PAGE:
Massive protests against corruption last summer brought a celebratory sense of empowerment in Guatemala. Yet the country is still waiting for a similar cathartic release when it comes to an accounting for its 36-year civil war.
As the retrial of former dictator Efraín Ríos Montt nears some are hopeful that Guatemala has undergone a fundamental shift, with the public far more united in its expectations of accountability and reform following the election of a political outsider as president, and the resignation of the former president and vice president over corruption allegations. Yet, amid the optimism, old tactics have emerged: The defense team successfully had the trial’s launch delayed today, for reasons including concern over the state of his mental health.
Mr. Ríos Montt was originally tried in 2013 and found guilty of genocide. But his verdict was overturned just 10 days later, echoing an earlier period of widespread impunity, back-room deals, and corruption. The constitutional court ruled that the judge deciding the case was not impartial.
Still, his trial and retrial represent the first time any country has prosecuted its own former head of state for genocide. And it’s being seen as a breakthrough for transitional justice, or the political and judicial processes that follow periods of human rights abuses.
Nations that aggressively prosecute human rights abusers often see a decrease in future abuses, says Kathryn Sikkink, a professor at the Harvard Kennedy School in Cambridge, Mass.
“I’m confident that if a country wants to move toward less violence and more protection for human rights, that trials are one part of the solution,” says Ms. Sikkink.
Guatemalans are eyeing other indicators as well of a significantly changed backdrop for the upcoming trial. Just last week, 18 high-ranking military officials were arrested for crimes against humanity dating back to the same period of the civil war, which ended in 1996. And on Jan. 14, Jimmy Morales will be inaugurated president, a development many see as a drastic split from long out of touch – and untouchable – political elites.
“The fight against corruption is tied to … human rights,” says Tommy Morales (no relation), an architecture student at the University of San Carlos who participated in anticorruption protests last year. He sees a direct link between recent anticorruption demonstrations and the unresolved crimes from the civil war.
“The [political and economic] players today are the same from the time when the military was in power in Guatemala,” he says. “Everyone should be held accountable.”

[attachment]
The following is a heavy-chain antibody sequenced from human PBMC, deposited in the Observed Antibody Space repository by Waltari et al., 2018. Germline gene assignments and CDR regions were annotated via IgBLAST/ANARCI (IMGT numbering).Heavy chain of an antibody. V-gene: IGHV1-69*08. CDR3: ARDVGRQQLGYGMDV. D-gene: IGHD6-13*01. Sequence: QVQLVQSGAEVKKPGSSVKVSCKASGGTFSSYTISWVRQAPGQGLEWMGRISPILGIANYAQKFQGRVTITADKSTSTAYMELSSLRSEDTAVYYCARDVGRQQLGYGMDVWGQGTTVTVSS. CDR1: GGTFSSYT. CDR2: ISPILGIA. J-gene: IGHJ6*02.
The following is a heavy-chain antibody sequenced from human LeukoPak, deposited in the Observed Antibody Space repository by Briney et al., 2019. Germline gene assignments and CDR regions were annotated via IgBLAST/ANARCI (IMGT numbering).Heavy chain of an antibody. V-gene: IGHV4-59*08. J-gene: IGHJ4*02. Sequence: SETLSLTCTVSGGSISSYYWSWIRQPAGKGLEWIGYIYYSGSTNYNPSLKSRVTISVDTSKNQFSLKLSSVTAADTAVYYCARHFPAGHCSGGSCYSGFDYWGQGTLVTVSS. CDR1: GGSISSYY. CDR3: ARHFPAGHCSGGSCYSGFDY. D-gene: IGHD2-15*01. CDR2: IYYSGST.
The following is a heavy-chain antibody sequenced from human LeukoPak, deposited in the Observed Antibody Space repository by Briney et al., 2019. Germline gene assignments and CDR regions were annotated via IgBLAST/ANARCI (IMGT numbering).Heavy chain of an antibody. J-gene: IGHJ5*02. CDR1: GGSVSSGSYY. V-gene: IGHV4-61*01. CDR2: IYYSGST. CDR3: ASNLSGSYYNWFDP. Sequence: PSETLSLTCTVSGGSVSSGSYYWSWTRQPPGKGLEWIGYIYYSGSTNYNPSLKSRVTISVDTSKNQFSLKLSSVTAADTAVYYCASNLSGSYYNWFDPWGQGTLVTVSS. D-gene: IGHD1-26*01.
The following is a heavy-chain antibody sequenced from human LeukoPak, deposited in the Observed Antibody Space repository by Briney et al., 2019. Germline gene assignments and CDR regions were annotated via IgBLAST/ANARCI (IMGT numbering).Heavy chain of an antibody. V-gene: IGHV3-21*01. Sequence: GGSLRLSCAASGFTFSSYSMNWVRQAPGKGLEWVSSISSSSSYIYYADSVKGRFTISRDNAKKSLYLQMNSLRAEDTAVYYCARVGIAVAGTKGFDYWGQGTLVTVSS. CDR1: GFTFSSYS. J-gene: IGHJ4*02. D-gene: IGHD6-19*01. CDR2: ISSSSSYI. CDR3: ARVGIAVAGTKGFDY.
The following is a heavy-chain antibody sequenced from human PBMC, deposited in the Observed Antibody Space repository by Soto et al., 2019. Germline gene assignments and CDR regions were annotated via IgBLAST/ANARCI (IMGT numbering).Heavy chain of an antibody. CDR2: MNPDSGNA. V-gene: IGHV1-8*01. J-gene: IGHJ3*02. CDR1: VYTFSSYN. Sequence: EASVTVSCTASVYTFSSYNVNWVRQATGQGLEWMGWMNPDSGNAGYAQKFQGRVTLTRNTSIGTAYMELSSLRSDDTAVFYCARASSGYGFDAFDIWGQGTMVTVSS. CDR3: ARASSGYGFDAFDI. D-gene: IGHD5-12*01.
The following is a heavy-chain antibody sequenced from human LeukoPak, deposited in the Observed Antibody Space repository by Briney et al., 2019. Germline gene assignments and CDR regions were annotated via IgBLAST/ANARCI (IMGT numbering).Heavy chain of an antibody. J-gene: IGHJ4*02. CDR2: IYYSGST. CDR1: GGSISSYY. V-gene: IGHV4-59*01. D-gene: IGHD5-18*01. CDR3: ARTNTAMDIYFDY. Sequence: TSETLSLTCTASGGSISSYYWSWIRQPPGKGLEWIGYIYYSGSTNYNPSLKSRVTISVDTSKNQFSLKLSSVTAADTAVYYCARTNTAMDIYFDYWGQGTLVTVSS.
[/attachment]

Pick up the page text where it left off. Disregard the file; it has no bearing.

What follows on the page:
A corruption connection?
Ríos Montt is charged with ordering the massacres of nearly 2,000 indigenous Mayans during his 17 months in power. His 1982-83 rule as de facto president is considered one of the most violent periods in the conflict between leftist guerrillas and the military.
But for Guatemala, his trial is just a start in tackling impunity. An estimated 70 percent of all crimes go unpunished in Guatemala, and there’s a sweeping lack of public trust in government institutions such as Congress and the courts. The 30,000 protesters who filled Guatemala’s central plaza every Saturday for months last spring and summer openly displayed their frustration with the country’s widespread lack of accountability – from war crimes that date back decades to the theft of public funds.
“A lack of justice in relation to the war is connected to corruption [today] in the sense that no one felt that there was a serious …challenge to impunity and the powers that be,” says Paul Seils, vice president of the New York-based International Center for Transitional Justice who has designed and directed investigations into war crimes in Guatemala.
Still, over the past four years, Guatemala has started to see a shift in the status quo. Citizen hopes for justice are cautiously growing: first with the 2013 Ríos Montt conviction, then following the resignations of President Otto Perez Molina and Vice President Roxana Baldetti last year amid anticorruption protests, and now with the arrests of the military officials, who could also face trial for their war crimes and the relaunch of Ríos Montt’s trial, Mr. Seils says.
These moves show “a more concerted attempt to attack the structures of impunity, whether it’s for war crimes or corruption,” he says.
“The final outcome [of the Ríos Montt trial] is still very important,” adds Sikkink. “It would be a pity if Guatemala, having gone this far, should make some legal and judicial mistakes … [to] undermine the great progress they’ve made to this date.”
And swift progress is exactly what Guatemalans are looking for. Mr. Morales, the student protester, and others are planning a new round of demonstrations starting later this week, on inauguration day.
“Guatemala needs to seek justice for these events of the past in order to continue moving forward,” says Morales. He plans to remind the new president of that starting on Day One.
Editor’s note: This story was edited to reflect a change in the trial’s start date.